In fact, it is at such times that we can tell who the real leaders are. those who stand by the truth, even when it is bitter. Museveni learned this approach from the legendary former Tanzanian president Mwalimu Julius Nyerere, who asked the people to grow enough food. When they refused, he loaded them onto trucks and sent them by force to Shambas. At the harvest, that’s when they remembered to appreciate him. Maybe Ugandans want President Museveni to go that route.

The government has taken measures to provide alternative livelihoods to the encroachments, but it seems to them that it is not enough. They will play with nature until it responds in its own way.
People did not listen to the advice of the President of RA regarding the protection of the environment. environmental degradation is a growing threat; security threat and crime against humanity. We cannot afford to lose more lives in avoidable circumstances and suffer economic losses as we are experiencing with the collapse of Katonga. That entire corridor is now bereft of the travelers who have supported its economy since time immemorial. However, Katonga is only one point. There are other places scattered across the country where minor roads and bridges have broken down and communities have been gridlocked.

Nature is angry with us. If we are not careful, no one is safe. Even those who believe they are benefiting from wetland encroachment are losing their entire investment, if not their lives. It is not worth going against the dictates of sustainable use and preservation of the environment.

Again, this is a bipartisan issue that affects everyone regardless of political persuasion. We all rely on nature and it is our collective responsibility to do something about it while we can. The price for anyone who harms our natural environment must be very high, so that anyone who engages in it is considered an enemy of the general public, in the league of armed adversaries. In fact, causing environmental damage that destroys lives and disrupts utility infrastructure and existence is a major crime. Even laws need to be revised in light of the consequences of being relatively lenient on offenders. We must resist them like the NRA resisted the Lutwa forces in Katonga. It is a reminder to use revolutionary methods to overcome modern enemies and threats.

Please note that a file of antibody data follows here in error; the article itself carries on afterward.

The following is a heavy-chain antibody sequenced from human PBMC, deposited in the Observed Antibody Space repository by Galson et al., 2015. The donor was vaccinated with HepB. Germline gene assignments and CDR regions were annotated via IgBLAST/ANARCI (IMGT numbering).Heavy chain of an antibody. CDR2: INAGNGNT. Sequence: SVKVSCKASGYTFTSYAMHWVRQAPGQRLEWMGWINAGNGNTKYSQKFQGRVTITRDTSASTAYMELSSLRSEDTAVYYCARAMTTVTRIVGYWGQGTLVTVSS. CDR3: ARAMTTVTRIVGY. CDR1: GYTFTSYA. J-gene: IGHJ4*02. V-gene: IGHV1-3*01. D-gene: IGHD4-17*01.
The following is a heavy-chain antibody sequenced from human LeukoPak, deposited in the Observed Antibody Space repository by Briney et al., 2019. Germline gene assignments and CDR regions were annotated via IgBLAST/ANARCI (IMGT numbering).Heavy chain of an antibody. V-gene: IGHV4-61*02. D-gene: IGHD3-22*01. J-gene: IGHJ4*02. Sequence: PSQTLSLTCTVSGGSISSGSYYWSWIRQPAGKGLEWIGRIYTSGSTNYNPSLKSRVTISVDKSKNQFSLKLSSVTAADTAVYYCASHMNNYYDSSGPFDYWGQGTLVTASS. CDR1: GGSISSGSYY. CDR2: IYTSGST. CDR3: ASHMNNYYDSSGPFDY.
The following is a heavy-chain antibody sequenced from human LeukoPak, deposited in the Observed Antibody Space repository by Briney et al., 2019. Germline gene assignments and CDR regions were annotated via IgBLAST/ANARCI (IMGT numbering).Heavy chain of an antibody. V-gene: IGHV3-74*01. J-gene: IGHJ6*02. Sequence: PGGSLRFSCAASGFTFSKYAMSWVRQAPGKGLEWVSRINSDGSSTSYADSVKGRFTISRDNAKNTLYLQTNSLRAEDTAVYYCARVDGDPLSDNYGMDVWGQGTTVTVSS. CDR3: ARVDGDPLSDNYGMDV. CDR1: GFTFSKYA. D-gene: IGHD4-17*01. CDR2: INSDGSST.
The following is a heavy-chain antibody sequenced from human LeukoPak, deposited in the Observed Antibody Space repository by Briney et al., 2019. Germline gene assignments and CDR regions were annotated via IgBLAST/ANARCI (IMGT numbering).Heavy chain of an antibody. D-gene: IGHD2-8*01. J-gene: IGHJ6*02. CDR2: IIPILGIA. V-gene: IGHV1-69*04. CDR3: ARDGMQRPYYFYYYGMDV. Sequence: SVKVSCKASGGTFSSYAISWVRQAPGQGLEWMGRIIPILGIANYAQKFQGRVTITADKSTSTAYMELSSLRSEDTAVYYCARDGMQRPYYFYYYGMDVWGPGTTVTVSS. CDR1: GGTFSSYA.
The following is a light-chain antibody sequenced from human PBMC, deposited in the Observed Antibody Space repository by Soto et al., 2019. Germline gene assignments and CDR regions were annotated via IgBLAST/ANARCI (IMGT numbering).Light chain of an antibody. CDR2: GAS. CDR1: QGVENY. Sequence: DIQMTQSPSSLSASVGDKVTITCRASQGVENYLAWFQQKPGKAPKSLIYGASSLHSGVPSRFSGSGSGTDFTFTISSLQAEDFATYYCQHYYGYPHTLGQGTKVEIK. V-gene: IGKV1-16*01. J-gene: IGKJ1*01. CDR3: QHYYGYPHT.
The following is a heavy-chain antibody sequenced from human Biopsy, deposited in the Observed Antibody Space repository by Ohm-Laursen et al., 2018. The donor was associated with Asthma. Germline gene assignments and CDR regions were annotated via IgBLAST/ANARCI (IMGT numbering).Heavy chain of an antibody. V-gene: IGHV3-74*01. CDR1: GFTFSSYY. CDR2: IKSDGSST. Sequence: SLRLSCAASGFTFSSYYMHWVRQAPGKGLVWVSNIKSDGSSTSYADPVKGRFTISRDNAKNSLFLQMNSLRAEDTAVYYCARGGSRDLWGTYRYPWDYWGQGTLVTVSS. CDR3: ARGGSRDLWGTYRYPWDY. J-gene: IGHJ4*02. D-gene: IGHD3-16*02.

I call on all actors to join President Museveni in protecting the delicate natural environments that also regulate our climate, making it possible to live comfortably. If we don’t, we are all doomed. All illegal developments in wetlands must be stopped and those already there cleaned up. The school curriculum should have studies on environmental protection, the clergy should preach louder, civil society should sound its drums more. Whoever does not listen should blame himself.

The author is the deputy press secretary of the president